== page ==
As apartments and single family rentals put to bed their third quarters, there are worrisome signs amid the generally good news, according to CNBC’s Diana Olick.
The U.S. apartment vacancy rate fell to its lowest level in more than a decade, according to an industry report released recently. The national apartment vacancy rate fell 0.1 percentage point to 4.2 percent in the third quarter from the second quarter, according to a preliminary report by real estate research firm Reis Inc.
It was the lowest vacancy rate since the third quarter of 2001 when it was 3.9 percent. Some 47 out of 79 markets that Reis tracks posted vacancy decreases.
However, the record vacancy rate failed to pay off for landlords in higher rents. While the average U.S. effective rent in the third quarter grew by 1 percent sequentially, and 3 percent year-over-year, the increase in rent was less than what would have been expected in such a tight market, Reis said.
A weak job market and stagnant wages receive the blame for landlords’ inability to charge higher rents.
“Demand has been so strong to push vacancy rates to such a low level, yet we haven’t seen rent growth of the magnitude we would normally expect,” Reis Senior Economist Ryan Severino said. With such a low vacancy rate, effective rent would have been expected to grow by about 4 percent to 5 percent year-over-year but was stymied by lack of job and income growth, Severino said.
“If median household income is growing at somewhere about 2 percent a year, give or take, once you back out inflation how much money is left for increased spending on rent? Not a lot,” he said.
Net absorption, the number of apartments rented over those that are unoccupied, reached 40,392, the most so far this year and 54 percent higher than a year earlier, a remarkable figure when you consider the numbers of single family rentals now in business. SFRs were not considered on the net absorption calculations.
New construction that is expected to come on line next year may fuel a rise in the vacancy rate and could slow the increase in rental rates, Severino said.
Over the past five years, the apartment sector has been the beneficiary of the U.S. housing bust, the economic recovery, high mortgage requirements, and a constrained supply of new apartments. Now. however, they’ll be competing with single family rentals, which have growth to represent 27 percent of the residential housing market.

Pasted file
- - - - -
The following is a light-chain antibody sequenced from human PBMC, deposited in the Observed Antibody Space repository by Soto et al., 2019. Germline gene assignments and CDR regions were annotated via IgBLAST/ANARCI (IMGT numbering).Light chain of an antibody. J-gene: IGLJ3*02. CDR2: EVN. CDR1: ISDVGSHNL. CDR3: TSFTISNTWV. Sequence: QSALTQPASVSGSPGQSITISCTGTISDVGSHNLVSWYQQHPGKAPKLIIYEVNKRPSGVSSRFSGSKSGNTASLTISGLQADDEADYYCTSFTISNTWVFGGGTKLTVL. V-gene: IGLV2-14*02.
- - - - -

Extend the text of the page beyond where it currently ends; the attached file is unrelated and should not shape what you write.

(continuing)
Vacancy Rates Around the Nation
The 4.2 percent average vacancy rate in the third quarter was down from 4.3 percent in the prior quarter and from 8 percent in late 2009.
Apartment rents in the Seattle area rose faster in the past year than in any of the 81 other major U.S. metros tracked by a leading property-research firm.
New York-based Reis reports the average asking rent in the Seattle area climbed 6 percent in the past 12 months, outpacing increases in other bustling tech centers such as San Francisco, San Jose, Calif., or Boston.
Another firm’s data put Seattle’s rent increases at fourth-highest in the nation, up from sixth just three months earlier, but concurs with the 6 percent growth rate.
At 2 percent, New Haven, Connecticut had the lowest vacancy. Memphis, Tennessee had the highest vacancy rate, at 8.2 percent, reported Ilaina Jonas for Reuters.
The average asking rent rose 0.9 percent in the third quarter to $1,121.16 per month. The average effective rent was $1,073.29.
San Francisco and San Jose, U.S. capitals of the technology industry, saw the highest effective rent increase, both up 2.2 percent to $2,043.02 per month for San Francisco and $1,685.72 for San Jose.
New York remained the most expensive place to rent in the United States with an average effective rent of $3,049.37 per month, up 0.9 percent. The cheapest was Wichita, Kansas, at $528.95 per month, up 0.8 percent.
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